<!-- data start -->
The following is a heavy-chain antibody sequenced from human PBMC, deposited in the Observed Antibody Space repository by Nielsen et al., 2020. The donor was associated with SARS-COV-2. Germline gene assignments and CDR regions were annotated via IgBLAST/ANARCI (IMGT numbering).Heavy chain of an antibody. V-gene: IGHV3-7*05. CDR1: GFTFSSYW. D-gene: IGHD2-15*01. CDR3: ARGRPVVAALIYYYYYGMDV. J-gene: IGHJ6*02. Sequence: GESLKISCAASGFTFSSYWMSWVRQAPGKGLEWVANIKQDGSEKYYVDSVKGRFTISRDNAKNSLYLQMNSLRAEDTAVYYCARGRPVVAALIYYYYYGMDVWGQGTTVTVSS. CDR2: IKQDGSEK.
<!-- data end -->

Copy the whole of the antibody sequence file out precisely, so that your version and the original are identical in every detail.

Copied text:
The following is a heavy-chain antibody sequenced from human PBMC, deposited in the Observed Antibody Space repository by Nielsen et al., 2020. The donor was associated with SARS-COV-2. Germline gene assignments and CDR regions were annotated via IgBLAST/ANARCI (IMGT numbering).Heavy chain of an antibody. V-gene: IGHV3-7*05. CDR1: GFTFSSYW. D-gene: IGHD2-15*01. CDR3: ARGRPVVAALIYYYYYGMDV. J-gene: IGHJ6*02. Sequence: GESLKISCAASGFTFSSYWMSWVRQAPGKGLEWVANIKQDGSEKYYVDSVKGRFTISRDNAKNSLYLQMNSLRAEDTAVYYCARGRPVVAALIYYYYYGMDVWGQGTTVTVSS. CDR2: IKQDGSEK.